“That is ridiculous!” Alkaisi said. “More than 20 engineers and experts said we have not seen bad design like this, this is the worst we have seen.” Investigations by the royal commission, the Department of Building and Housing and engineering firm Beca had found more than 300 design flaws, but “Mr Horsley ignored that and came to his own conclusion. It’s so clear that he’s wrong.”
Alkaisi said the non-prosecution left him wondering, “Are there people who are above the law because of their position, because of their connections, because of the wealth they have?”
Alan Reay owned the engineering firm that designed the CTV building. The royal commission found that he did not provide sufficient supervision for his junior engineer, Harding.
Reay admitted to the commission that after the quake “he destroyed a CD which has information about the CTV design.” CTV building manager John Drew claimed that his laptop containing photos of cracks and other problems with the building had been stolen.
The investigation also found that construction manager Gerald Shirtcliff had stolen an identity in order to falsely claim he had a Masters degree in engineering. Alkaisi commented: “He was there under a fake name, with a fake degree, built a building that collapsed and killed 115 people. What did the government do? Absolutely nothing.”
Shirtcliff was not charged in New Zealand. In 2014 he pleaded guilty in an Australian court to 146 charges related to using false credentials and was fined $500,000.
Alkaisi agreed there were parallels between the refusal to prosecute over the CTV building collapse and the Pike River mine explosion, which killed 29 men. “I have contact with the Pike River families and we support them and they support us. They also face a well-connected person with money, and also the government haven’t really done anything.” WorkSafe, a government department, withdrew charges against Pike River CEO Peter Whittall in 2013 despite evidence of flagrant violations of safety in the mine.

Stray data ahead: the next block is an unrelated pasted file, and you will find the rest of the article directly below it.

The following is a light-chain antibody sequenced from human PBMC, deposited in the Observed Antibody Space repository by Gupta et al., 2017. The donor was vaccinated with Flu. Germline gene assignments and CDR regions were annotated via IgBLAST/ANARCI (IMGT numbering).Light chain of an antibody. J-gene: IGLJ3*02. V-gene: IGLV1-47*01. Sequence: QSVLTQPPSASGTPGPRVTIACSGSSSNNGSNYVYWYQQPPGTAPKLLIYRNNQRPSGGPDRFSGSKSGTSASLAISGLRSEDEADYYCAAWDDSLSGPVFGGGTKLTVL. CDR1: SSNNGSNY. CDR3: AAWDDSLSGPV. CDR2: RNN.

Family members of the CTV victims are determined to fight to overturn the decision. Alkaisi expressed hopes that the Labour-led government, which took office in October, will assist the families, but added: “If the government is not going to do anything, I will take this to court. I will take the case to whatever level to make sure justice is done.”
The WSWS warns that no confidence can be placed in the courts or the Labour Party, which was in office during the construction of the CTV building. Since the 1980s, both major parties have deregulated safety standards across mining, construction and other industries, allowing “self-regulation” by businesses. Countless other buildings throughout the country do not comply with regulations and would be death traps in a fire or earthquake.
The preventable tragedies in Christchurch and at Pike River are the outcome of an economic system, capitalism, in which workers’ safety and lives are sacrificed in the name of profit.
Billions of dollars are urgently needed to make all houses, buildings and workplaces safe. This can be done only through the fight for a socialist program, to place the banks and major industries under public ownership and democratic workers’ control in order to restructure society in the interests of human need.